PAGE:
Mr. Ashok Singhal, international president of the militant Hindu organization VHP, recently criticized the entire Hindu community and termed it cowardly because the passengers and crew aboard the hijacked Indian Airlines plane could not overpower the hijackers. Addressing a press conference he stated, "The hijacking has proved that Hindus are cowards. Are you going to let Muslims get away with humiliating us in this manner?" Mr. Singhal continued saying, "It's not the government that had to demonstrate courage. If the pilot had the courage, he could have just refused to fly the plane."
The pilot of the ill fated flight, Captain Devi Sharan, was naturally upset: "If Mr. Singhal is so brave, why did he not come to Kandahar and fight the hijackers himself?" The Captain questioned Mr. Singhal's commitment. "Has he ever tried to see the families of the passengers or crew members during the crisis?"
Mr. Singhal's statement on the captain's lack of courage invited a lot of criticism from passengers of the hijacked flight. One passenger wrote, "... Capt. Sharan displayed exemplary courage and presence of mind ... We condemn and regret such statements..."
Mr. Mulayam Singh Yadav, chief of Samajwadi Party, came down heavily upon Mr. Singhal. "We are Hindus and we are proud of belonging to the community," said Yadav. "By making such a statement, the RSS chief (Mr. Singhal) had denigrated the country." He commented that Mr. Singhal could have more appropriately described the government led by the Hindu Nationalist party BJP, as cowards.
Mr. Yadav observed that Mr. Singhal's purpose seemed to be creating hatred for minorities. With his statement he made himself a laughing stock in Pakistan where his statement was widely quoted. He also pointed out that the problems with Pakistan could be solved through talks and not arms build-up.
Evidently it is bravery for the VHP and RSS to demolish the Babari mosque in Ayodhya by mobilizing a large crowd and fanning hatred. It is bravery for them to target minority communities - Muslim, Sikh or Christian. It is bravery for them to attack artists and force them to conform to their own views. But it is not bravery in their view when a pilot successfully handles hijackers under distressing conditions.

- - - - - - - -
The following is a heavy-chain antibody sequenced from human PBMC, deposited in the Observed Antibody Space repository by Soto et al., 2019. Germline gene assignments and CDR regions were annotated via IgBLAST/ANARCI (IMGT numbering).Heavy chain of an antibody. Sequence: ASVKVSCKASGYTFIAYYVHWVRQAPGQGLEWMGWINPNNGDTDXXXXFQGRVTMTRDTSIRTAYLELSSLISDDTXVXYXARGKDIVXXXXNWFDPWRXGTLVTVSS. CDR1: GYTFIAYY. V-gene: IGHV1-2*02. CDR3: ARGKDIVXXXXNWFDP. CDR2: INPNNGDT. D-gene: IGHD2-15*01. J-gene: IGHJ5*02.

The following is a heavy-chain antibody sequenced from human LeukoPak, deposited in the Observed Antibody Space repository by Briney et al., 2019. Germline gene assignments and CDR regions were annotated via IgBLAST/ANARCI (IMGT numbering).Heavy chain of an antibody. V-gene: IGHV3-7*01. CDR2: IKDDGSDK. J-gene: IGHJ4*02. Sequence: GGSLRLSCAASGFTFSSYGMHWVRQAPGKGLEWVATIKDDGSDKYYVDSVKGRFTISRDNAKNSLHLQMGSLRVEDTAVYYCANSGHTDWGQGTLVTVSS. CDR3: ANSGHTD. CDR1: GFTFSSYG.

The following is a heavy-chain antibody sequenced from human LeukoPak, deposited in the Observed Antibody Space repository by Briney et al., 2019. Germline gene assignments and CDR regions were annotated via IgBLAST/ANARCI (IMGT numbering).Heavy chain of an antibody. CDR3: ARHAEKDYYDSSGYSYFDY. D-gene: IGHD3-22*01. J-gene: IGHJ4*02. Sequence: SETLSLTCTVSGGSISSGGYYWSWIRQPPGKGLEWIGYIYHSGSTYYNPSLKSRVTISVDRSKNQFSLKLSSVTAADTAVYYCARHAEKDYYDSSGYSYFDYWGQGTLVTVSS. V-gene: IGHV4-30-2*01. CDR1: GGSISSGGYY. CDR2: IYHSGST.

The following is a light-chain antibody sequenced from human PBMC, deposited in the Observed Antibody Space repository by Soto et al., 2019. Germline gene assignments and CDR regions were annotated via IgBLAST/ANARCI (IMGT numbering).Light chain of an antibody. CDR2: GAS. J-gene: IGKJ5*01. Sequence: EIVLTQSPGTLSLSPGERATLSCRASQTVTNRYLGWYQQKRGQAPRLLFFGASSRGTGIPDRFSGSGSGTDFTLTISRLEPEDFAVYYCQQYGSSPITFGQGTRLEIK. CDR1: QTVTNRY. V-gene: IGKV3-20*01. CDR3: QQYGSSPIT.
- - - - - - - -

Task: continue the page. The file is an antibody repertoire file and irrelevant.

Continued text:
Mr. Fakhruddin Takullah, a Muslim from Mumbai (Bombay) had booked a train ticket for Delhi on July 15, 1973, i.e. 27 years ago. He finally traveled to Delhi on January 19, 2000 in order to be at the Republic Day celebrations -- the first of the new millennium.
His call for the ticket - which was issued as valid for travel only on certain days of the week - certainly surprised the railway clerk. The clerk tried to shrug him off by saying that the ticket may be invalid. Mr. Fakhruddin promptly did some quick calculations and told the clerk at the counter that January 19, 2000 would fall on Wednesday; and so the ticket should be valid.
The man who guarded his ticket for nearly 27 years arrived in Delhi in style, brandishing his ticket. The Railway Department decided to honor Mr. Fakhruddin by hosting him in official railway guesthouse. They also arranged for his return trip to Mumbai -- free of charge. Mr. Fakhruddin's feat has now been registered in a Book of Records.
Actually, Mr. Fakhruddin is no regular thrill seeker. He holds a record for distributing 538,000 eggs among patients in various hospitals in Mumbai for the past eight years. Known as "Baidwala Chacha" (Uncle Eggs) among the patients, he visits the hospitals on his motorcycle laden with egg trays. He also holds the distinction of organizing frequent blood drives. His own blood group is a rare one, B-Negative.
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